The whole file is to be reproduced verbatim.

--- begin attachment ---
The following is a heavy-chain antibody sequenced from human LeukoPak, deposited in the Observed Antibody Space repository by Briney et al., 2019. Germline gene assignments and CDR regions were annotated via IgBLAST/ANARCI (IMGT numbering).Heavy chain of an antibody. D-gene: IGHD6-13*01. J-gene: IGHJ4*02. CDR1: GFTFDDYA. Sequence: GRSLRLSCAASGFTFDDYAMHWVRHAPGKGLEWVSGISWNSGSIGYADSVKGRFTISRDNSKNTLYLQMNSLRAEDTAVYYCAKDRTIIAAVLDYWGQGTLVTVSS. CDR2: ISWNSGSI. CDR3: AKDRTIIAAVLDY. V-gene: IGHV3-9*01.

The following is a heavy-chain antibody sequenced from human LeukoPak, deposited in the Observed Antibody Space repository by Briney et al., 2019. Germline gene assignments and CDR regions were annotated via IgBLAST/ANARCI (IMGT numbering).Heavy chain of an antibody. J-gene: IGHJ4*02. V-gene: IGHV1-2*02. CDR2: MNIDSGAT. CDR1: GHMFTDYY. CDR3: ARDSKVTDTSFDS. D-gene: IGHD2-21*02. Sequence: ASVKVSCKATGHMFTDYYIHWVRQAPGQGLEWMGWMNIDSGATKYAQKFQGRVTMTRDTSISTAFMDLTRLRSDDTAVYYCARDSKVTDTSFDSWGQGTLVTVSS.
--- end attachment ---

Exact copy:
The following is a heavy-chain antibody sequenced from human LeukoPak, deposited in the Observed Antibody Space repository by Briney et al., 2019. Germline gene assignments and CDR regions were annotated via IgBLAST/ANARCI (IMGT numbering).Heavy chain of an antibody. D-gene: IGHD6-13*01. J-gene: IGHJ4*02. CDR1: GFTFDDYA. Sequence: GRSLRLSCAASGFTFDDYAMHWVRHAPGKGLEWVSGISWNSGSIGYADSVKGRFTISRDNSKNTLYLQMNSLRAEDTAVYYCAKDRTIIAAVLDYWGQGTLVTVSS. CDR2: ISWNSGSI. CDR3: AKDRTIIAAVLDY. V-gene: IGHV3-9*01.

The following is a heavy-chain antibody sequenced from human LeukoPak, deposited in the Observed Antibody Space repository by Briney et al., 2019. Germline gene assignments and CDR regions were annotated via IgBLAST/ANARCI (IMGT numbering).Heavy chain of an antibody. J-gene: IGHJ4*02. V-gene: IGHV1-2*02. CDR2: MNIDSGAT. CDR1: GHMFTDYY. CDR3: ARDSKVTDTSFDS. D-gene: IGHD2-21*02. Sequence: ASVKVSCKATGHMFTDYYIHWVRQAPGQGLEWMGWMNIDSGATKYAQKFQGRVTMTRDTSISTAFMDLTRLRSDDTAVYYCARDSKVTDTSFDSWGQGTLVTVSS.